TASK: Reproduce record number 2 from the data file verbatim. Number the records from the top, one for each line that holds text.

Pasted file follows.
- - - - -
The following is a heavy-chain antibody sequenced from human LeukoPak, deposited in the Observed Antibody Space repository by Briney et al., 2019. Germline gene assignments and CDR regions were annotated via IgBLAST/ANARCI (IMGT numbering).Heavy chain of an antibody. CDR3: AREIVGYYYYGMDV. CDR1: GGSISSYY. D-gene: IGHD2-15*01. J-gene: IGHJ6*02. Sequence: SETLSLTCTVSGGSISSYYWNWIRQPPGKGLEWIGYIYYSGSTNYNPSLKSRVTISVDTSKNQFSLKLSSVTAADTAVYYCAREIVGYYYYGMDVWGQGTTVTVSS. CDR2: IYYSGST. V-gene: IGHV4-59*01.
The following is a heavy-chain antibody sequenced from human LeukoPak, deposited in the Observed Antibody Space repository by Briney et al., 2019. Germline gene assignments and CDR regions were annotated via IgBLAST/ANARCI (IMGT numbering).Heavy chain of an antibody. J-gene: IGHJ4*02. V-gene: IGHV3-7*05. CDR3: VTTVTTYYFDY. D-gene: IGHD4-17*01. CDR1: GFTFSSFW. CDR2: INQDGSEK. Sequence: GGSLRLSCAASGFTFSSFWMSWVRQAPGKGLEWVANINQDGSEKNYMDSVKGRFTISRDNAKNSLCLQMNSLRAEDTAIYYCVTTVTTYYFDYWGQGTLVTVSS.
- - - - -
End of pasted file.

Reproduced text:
The following is a heavy-chain antibody sequenced from human LeukoPak, deposited in the Observed Antibody Space repository by Briney et al., 2019. Germline gene assignments and CDR regions were annotated via IgBLAST/ANARCI (IMGT numbering).Heavy chain of an antibody. J-gene: IGHJ4*02. V-gene: IGHV3-7*05. CDR3: VTTVTTYYFDY. D-gene: IGHD4-17*01. CDR1: GFTFSSFW. CDR2: INQDGSEK. Sequence: GGSLRLSCAASGFTFSSFWMSWVRQAPGKGLEWVANINQDGSEKNYMDSVKGRFTISRDNAKNSLCLQMNSLRAEDTAIYYCVTTVTTYYFDYWGQGTLVTVSS.